Alleged ISIS supporter indicted on non-terror charges

Jennifer Chambers
The Detroit News

A grand jury in Detroit has indicted a Dearborn Heights man on firearms charges, but did not issue terrorism-related charges.

Khalil Abu-Rayyan, who is under FBI investigation for allegedly making threats of terror and martyrdom, was named in a two-count indictment Wednesday that charges him with making a false statement to acquire a firearm and possession of a firearm by a prohibited person. The charges are 10-year felonies.

The indictment came moments after Abu-Rayyan was ordered detained Tuesday while he awaits further hearings in the case.

In the indictment, the grand jury alleges that on Oct. 3, 2015, Abu-Rayyan made false statements on a federal firearms form when he said he was not an unlawful user of a controlled substance, when he actually was a marijuana user.

It also alleges that on Oct. 5, Abu-Rayyan took unlawful possession of a .22 caliber revolver. Prosecutors are asking that Abu-Rayyan forfeit the weapon and any ammunition as part of the case.

In their request for detention on Tuesday, federal prosecutors alleged Abu-Rayyan was a danger to the community after making several statements of wanting to shoot, kill and hurt people, including women and children, in Metro Detroit, and the police officer who arrested him.

The U.S. Attorney’s Office said Abu-Rayyan has a mental health issue, has stated that Satan speaks to him and tells him to commit violent acts, and has expressed support for ISIS as well as a willingness to commit violent acts of jihad, including a mass shooting at a church and beheadings.

Abu-Rayyan was arrested by the FBI on Feb. 4. Agents had been investigating him since May “regarding increasingly violent threats he has made to others about committing acts of terror and martyrdom — including brutal acts against police officers, churchgoers and others — on behalf of the foreign terrorist organization Islamic State of Iraq and Levant,” according to a criminal complaint.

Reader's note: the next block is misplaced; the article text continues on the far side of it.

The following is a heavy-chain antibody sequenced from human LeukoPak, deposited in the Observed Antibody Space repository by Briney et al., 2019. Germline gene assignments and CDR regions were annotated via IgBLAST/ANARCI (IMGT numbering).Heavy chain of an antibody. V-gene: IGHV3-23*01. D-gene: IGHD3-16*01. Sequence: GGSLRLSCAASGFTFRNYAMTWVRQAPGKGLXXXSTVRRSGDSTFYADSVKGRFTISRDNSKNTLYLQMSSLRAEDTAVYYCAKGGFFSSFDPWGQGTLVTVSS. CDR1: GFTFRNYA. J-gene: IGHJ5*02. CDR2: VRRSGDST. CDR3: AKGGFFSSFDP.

According to Assistant U.S. Attorney Ron Waterstreet on Tuesday, Abu-Rayyan told an undercover agent he was hearing voices in his head that told him to “burn people alive.” He also told the agent that “shooting and death make me excited. I love to hear people begging and screaming. ... I wish I had my gun.”

“His dream was beheading someone,” Waterstreet said at Tuesday’s hearing. “This is not a person the court should take a risk (with).”

Todd Shanker of the Federal Defenders Office said during the hearing his client was trying to impress the female undercover FBI agent who told Abu-Rayyan that she was a 19-year-old Iraqi Sunni Muslim who supported ISIL and was willing to be a martyr.

Shanker said the undercover agent attempted to seduce and radicalize Abu-Rayyan with text messages.

“Everything (he said) that came after that was what Khalil thought she wanted to hear. When he said, ‘I don’t want to hurt anyone,’ it was met by silence or ‘you’re a fake,’ ” Shanker told the judge.

U.S. Executive Magistrate Judge Steven Whalen called Abu-Rayyan’s statements to police, his posting on Twitter about violent pro-ISIS videos and other communications with an undercover agent “disturbing” but said they were not against the law.